We were the users of  machines  like the reaper and the combine harvester.
We were not the makers.   And  there is one hell  of a difference between inventing and 
making a machine as opposed to buying and using a machine.  Keep that in mind, Alan.

 JUST imagine if  your student turned in a 300 page essay for you to mark?   A  copy of my thesis in hand…as bound via Jim Hunter.




At a farm sale outside Milton I was able to buy this “SAIL” reaper.  It worked. But is now a pile of scrap iron.

It looked better with Kevin sitting on the drivers seat.   Adding a seat to the replica reaper was one improvement.
This was called a ‘sail reaper’ because the reel was removed and a sweeping toothed sail of four wooden rakes added.

When Cyus McClintick lost his patent monopoly a great man reaper began to appear.  All of them improved as above

This will give you some  idea of the variety of reaper manufacturers that appeared in Ontario after the McCormick patent ended.

alan skeoch
Nov. 2020

Fwd: Canada Letter: Ontario announces more measures to keep schools open during lockdown


alan skeoch
Nov.  28, 2020

As a former teacher of  history I have wondered how teaching has adjusted to the pandemic.  For a
while schools were closed across the province.  It took time to adjust to the new reality.  What is  this
new reality?   Journalist Catherine Porter has written an  excellent ‘Canada  Letter’ published in 
the New York Times.  She mentions that Toronto and New York City have approached  the Covid  19
threat differently.  Toronto keeps  schools open while closing bars and restaurants.  New York closes
schools  while keeping bars  and restaurants  open.   The argument presented by Toronto is the
kids are safer in schools than roaming the streets  and playgrounds.  Masked  students  in school
are less likely to spread the virus.  

That seems to make sense to me.

What makes me wonder is how teaching can  happen.  Some school boards have students  
attend three hour classes where the curriculum is compressed  no doubt..   I cannot imagine
high school students enjoying three hour classes.  Nor can I  imagine teachers enjoying trying
to prepare three our classes.  At some point the students  will have to read.  That might work.

A  lot of  parents, 33% or more, have opted for at home teaching.  That is even harder
for me to understand..   Seems  like boredom will erode any joy in education.  But I  could be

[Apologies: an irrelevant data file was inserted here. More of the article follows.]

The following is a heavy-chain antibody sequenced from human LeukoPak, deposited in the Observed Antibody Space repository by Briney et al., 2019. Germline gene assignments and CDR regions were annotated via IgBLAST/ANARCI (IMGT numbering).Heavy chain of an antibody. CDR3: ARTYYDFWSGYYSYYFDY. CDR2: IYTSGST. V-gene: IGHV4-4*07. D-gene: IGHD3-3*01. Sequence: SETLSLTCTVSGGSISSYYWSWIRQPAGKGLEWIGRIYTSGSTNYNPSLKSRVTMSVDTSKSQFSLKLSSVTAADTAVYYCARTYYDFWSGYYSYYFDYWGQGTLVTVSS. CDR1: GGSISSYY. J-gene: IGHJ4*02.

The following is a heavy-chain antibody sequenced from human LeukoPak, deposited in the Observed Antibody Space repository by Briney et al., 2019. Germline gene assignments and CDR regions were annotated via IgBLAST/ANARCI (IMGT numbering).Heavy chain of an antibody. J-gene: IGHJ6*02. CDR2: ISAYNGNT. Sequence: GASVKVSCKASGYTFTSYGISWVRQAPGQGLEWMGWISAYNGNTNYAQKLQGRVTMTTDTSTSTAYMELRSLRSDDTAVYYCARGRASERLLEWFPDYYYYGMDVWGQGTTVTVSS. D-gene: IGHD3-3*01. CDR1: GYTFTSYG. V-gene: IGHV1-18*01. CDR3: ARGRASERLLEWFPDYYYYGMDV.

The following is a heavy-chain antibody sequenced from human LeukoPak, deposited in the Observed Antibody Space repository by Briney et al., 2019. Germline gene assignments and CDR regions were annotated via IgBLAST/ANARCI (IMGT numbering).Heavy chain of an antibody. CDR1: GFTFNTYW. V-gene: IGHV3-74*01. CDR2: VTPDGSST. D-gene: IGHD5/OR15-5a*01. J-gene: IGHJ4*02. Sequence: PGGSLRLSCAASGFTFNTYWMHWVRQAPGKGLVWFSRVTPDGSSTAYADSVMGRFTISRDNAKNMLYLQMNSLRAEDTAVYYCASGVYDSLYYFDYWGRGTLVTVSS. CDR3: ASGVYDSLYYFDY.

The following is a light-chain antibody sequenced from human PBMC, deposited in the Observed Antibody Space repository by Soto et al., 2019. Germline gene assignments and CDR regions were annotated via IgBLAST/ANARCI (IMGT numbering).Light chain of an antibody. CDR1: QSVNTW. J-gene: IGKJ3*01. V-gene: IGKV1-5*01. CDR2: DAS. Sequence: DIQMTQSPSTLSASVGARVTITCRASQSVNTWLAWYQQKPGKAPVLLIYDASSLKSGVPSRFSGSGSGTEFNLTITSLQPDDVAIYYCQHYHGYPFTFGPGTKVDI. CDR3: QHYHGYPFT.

wrong.  Just a  gut reaction.  When I taught history I tried to make my 40 or 80 minute
lessons interesting…sometimes funny, sometimes serious, sometimes irrelevant, sometimes
current.  I cannot imagine doing this for three hours.   Years ago I also did short five to ten
minute radio stories  on CBC.  After my third  or fourth story, my producer called  me aside 
and said  “Alan, those stories are great….”  When someone prefaces a remark by flattery
what do you think the next word would be?   Right the next word is always  ‘BUT’ . I remember
his comment so well.

“Alan, those stories  are great BUT remember the radio audience attention span
is one minute.  If you don’t get them in  the first minute, then they are gone.”
That comment by  Doug Koupar years  ago  changed my whole approach to teaching.
I began to cut the lead  in guff and tried to find the urgent question…the reason for the lesson.

Personally, I cannot imagine doing that in a three hour lesson.
If  adult attention span is one minute…then how can we expect the poor kids
to have an 180 minute  or three hour attention span?

Covid 19 has not made schooling better.  Or,  if I might use a baseball comment…”there is no joy in mudville” classoomsl.
No doubt I will be  criticized by some educators.  Creative teachers will find  a way.  Of that I have no 
doubt.  Maybe I should try to prepare a three hour lesson for a class of  15 students.  Talk is  cheap.

alan skeoch

Begin forwarded message:

From: The New York Times <nytdirect@nytimes.com>
Subject: Canada Letter: Ontario announces more measures to keep schools open during lockdown
Date: November 28, 2020 at 6:00:02 AM EST

TORONTO — On Monday, as I was writing a news article about Canada’s enthusiasm for keeping schools open during the second wave of the coronavirus, an email arrived from my daughter’s high school alerting me that a student had tested positive and a grade-12 class had been asked to self-isolate.

It was the first time this happened since Toronto public schools finally reopened in mid-September.

A school in Scarborough, an inner suburb of Toronto, in September. Despite Toronto’s new coronavirus restrictions, classes have remained open.Carlos Osorio/Reuters

I had expected such news much earlier. Like many parents, I had feared schools would be petri dishes of the coronavirus. I predicted they would stay open no later than Canadian Thanksgiving and that my two children would be trapped once again at home with me and my husband — all of us driving one another nuts.

That, most happily, has not been the case.

There have been outbreaks in 83 Toronto schools, each with an average of five cases, according to Dr. Vinita Dubey, associate medical officer of health for Toronto. That is out of some 1,200 schools in the city — so about 7 percent.

But, unlike New York City, which responded to rising rates of community transmission by shutting down schools while keeping bars and restaurants open, the Ontario government has made the opposite decision: It shut down bars and restaurants in Toronto and two of its sprawling suburbs, but kept schools open.